Confused about what kind of a social responsibility strategy your company should build? Or, are you already supporting your local communities, but unsure of the value it brings to society and to your company? Are you delivering more ‘random acts of kindness’ rather than building mutually beneficial collaboration models with charities and social enterprises?
2020* will be remembered as the decade when contributing to society became standard. Company giving, giving back, corporate social responsibility (CSR), company citizenship and shared value are just some examples of terminology and “philosophies” used when planning and implementing community engagement strategies. We already see companies losing contracts or not winning bids because they do not have approaches in place that evidence their contribution to society – other than making money. But increasingly, we see prospective talent choosing companies [to work for] whose commercial strategies are tightly interlinked with sustainable approaches. There is no going back.
Whether your company is looking to win government tenders (Social Value Act 2013), become a meaningful workplace or a valued brand and partner by your customers, ad-hoc donations and quick-win greenwashing campaigns are not the solution. The requirement for credible, quantified and validated sustainability strategies is here to stay, regardless of company size or industry.
Creating a meaningful and inspiring SROI (sustainable return of investment); delivering CSR; community engagement; or a social value approach does not have to be complicated. Don’t let fancy words nor theories fool you… the solution simply requires the right kind of insight to begin implementing. The evidence shows that the success of your company will eventually depend upon it.
whatCharity.com has consulted for numerous companies on their sustainability approach and how to better engage with their local community, charities, social enterprises and employees. These four steps have proven to work as planning ladders:
The overall strategy of the company and the values it works upon will naturally lead to an approach that feels comfortable:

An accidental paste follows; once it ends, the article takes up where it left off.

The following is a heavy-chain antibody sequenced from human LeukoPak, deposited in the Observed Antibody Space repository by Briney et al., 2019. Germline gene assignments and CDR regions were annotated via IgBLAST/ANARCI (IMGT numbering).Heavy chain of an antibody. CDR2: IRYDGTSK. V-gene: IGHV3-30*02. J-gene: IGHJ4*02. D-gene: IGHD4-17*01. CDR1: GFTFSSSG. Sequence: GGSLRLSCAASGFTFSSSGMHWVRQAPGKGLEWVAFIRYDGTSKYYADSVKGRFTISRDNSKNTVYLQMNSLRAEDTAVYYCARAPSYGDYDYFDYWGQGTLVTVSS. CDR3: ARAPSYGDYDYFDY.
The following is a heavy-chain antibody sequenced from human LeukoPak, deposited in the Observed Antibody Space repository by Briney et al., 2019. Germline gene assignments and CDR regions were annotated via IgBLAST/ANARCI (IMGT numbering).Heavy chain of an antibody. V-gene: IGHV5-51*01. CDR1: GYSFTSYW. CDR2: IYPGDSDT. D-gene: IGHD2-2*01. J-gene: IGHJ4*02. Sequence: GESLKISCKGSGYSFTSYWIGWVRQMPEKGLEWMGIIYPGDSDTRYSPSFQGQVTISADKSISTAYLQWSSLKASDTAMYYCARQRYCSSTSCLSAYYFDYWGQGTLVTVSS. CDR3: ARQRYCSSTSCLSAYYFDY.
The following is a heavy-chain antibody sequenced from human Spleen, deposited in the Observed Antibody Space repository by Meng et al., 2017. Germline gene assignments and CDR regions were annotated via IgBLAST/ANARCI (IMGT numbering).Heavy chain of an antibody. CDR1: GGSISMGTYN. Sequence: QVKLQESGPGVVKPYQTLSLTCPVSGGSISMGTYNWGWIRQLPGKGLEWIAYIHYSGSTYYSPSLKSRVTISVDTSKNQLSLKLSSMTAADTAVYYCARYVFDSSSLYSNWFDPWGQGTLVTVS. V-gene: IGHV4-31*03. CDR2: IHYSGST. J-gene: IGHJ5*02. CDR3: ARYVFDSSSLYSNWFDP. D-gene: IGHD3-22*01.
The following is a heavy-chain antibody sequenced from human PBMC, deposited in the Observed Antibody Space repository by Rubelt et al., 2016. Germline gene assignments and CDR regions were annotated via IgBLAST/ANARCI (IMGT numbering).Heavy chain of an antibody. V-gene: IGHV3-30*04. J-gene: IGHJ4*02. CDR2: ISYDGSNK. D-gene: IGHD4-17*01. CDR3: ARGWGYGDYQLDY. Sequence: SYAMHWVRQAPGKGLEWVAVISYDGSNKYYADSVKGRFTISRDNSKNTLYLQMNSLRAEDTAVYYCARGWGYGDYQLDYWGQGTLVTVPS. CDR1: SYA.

- On a general level, every company should have an outline of a sustainability approach that will deliver social, economic and environmental value to society.
- It is essential to commit to a sustainable company culture at every level – from senior management to employee committees. It should be weaved into the nature of your organisation. It is not something you ‘quit being’, when business booms or the company faces challenges.
- There are various frameworks to choose from, e.g., UN Sustainable Development Goals (UN Envision 2030), or the Social Value approach linked to the Social Value Act: to better define which areas of society the company wishes to have the greatest impact.
- It is ok to strive to generate more business through sustainable approaches. Definition of key metrics is essential to see whether your chosen strategy is successful and resonates with your stakeholders.
2. Internal impact
- It is important to create internal practices. Keep it simple and tangible – not just ‘talk’. There are many free resources to help you.
- Using the right tools, partners, processes and internal engagement systems can help create to effective value.
- You will need a good internal communication plan to ensure employee commitment and engagement.
3. External impact
- It is important to define how your sustainability approach is delivered in chosen communities and with key stakeholders; what are the resources available, and what does the company aim to achieve with them?
- This means finding and selecting charity partners and social enterprises to collaborate with which will work to deliver an impact within an industry, geographical area or in relation to a particular cause.
- Finding partners who resonate with your approach and agree mutually beneficial models of contribution and communication is key. For example, sufficient impact reporting is key to understand to what extent investments have returned a social and economic value.
- It is essential to have an external communication plan to attract partners and build your company’s reputation. There is nothing wrong with spreading your message when the value you contribute is real – it is your story to share.
4. A shared value approach
- Helps in defining how a sustainability approach can help generate more business and create new product lines and/or services, which again has a positive impact.
- Non-profit organisations are not only doing beneficiary work, but many of them are also selling products and services, which create lots of potential collaboration models for companies.
- It is important to note that companies are a bank of skills, capabilities and assets which are considered useful resources when engaging with communities via charity and social enterprise partnerships. These models formulate lots of opportunities for product development and increasing skills within the staff of the company.